For a semi-naked cake
For an extra layer of security or if you aren’t sure just how long the cake will be left out, I recommend doing a semi-naked cake, which means the cake has a thin buttercream layer on the outside. This will help you with its shelf life and keep it fresher for a little while longer. Once you have split and filled your cake, it’s at this point you would coat it in a layer of buttercream. The way I do this to get a nice semi-naked effect, is to coat it completely and then, using a metal side scraper, scrape around the sides and top of the cake to take as much buttercream off as you like. It really depends on how you want it to look. By doing this, we are preventing a little more air getting in than we do with a completely naked cake, giving it a little bit more time to be on display. Once covered and scraped off, leave to set briefly in the fridge, then stack and decorate as required!
For a barely-naked cake
This is the cake that isn’t really a naked cake but is sometimes referred to as one. While this type of cake doesn’t have any sugarpaste icing, it does have a thick layer of buttercream covering it. This one will keep the cake fresh the longest of the three options, but as there’s more buttercream, the downside of this type is there’s more chance it will melt if left out too long in warmer weather. To make a barely naked cake, follow all the steps above as if you were making a semi-naked cake, then once it has set in the fridge, do a thicker layer on top. Leave this to set completely before decorating or stacking. These do look lovely though and my biggest tip for these is when you’re doing your thicker final buttercream layer, have a glass of hot water to hand to dip your palette knife into. This will eradicate most of the lines on the outside of the cake and give your buttercream a nice smooth finish.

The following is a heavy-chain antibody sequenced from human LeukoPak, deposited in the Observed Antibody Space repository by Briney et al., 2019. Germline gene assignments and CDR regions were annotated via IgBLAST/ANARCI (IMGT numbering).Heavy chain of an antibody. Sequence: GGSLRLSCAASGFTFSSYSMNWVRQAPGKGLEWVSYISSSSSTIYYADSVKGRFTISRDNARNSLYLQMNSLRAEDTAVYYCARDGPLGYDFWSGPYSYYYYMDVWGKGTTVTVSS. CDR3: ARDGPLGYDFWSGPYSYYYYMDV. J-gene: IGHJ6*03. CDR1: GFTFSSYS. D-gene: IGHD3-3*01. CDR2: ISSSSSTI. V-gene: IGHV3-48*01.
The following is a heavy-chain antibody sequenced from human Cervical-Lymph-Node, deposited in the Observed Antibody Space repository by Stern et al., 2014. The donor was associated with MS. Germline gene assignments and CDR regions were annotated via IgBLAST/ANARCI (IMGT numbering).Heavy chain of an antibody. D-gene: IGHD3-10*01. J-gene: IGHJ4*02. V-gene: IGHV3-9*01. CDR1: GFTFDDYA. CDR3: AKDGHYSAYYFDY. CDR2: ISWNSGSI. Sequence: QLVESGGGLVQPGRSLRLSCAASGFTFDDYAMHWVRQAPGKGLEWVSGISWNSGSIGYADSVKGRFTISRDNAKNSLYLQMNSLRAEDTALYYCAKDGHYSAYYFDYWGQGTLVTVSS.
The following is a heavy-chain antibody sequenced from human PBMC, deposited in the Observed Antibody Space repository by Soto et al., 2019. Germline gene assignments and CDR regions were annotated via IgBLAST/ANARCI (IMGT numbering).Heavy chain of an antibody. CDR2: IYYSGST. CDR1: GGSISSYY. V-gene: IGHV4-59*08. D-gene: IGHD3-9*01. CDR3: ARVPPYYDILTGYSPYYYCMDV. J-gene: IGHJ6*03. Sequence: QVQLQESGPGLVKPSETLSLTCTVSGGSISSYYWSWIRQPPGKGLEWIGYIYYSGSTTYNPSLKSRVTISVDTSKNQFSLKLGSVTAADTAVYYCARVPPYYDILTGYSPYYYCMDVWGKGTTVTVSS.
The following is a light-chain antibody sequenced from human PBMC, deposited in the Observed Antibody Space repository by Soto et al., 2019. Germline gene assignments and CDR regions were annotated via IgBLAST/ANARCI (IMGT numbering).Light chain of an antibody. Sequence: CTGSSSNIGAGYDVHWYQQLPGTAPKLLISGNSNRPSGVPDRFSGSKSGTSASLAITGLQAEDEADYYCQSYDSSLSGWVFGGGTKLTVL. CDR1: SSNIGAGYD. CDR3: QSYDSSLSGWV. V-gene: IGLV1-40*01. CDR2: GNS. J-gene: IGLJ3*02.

Final thoughts and tips
- Be aware of the time, I always make these cakes and buttercream before the party/event day itself and then I fill and stack them just before I need them.
- Make sure you’ve got everything ready and to hand when you want to start decorating, it makes life so much easier!
- Keep the cake in a nice cool location. This cake doesn’t deal well in direct sunlight! No cakes do, for that matter.
- Once it’s cut into, wrap it well in clingfilm to keep it fresh for another day.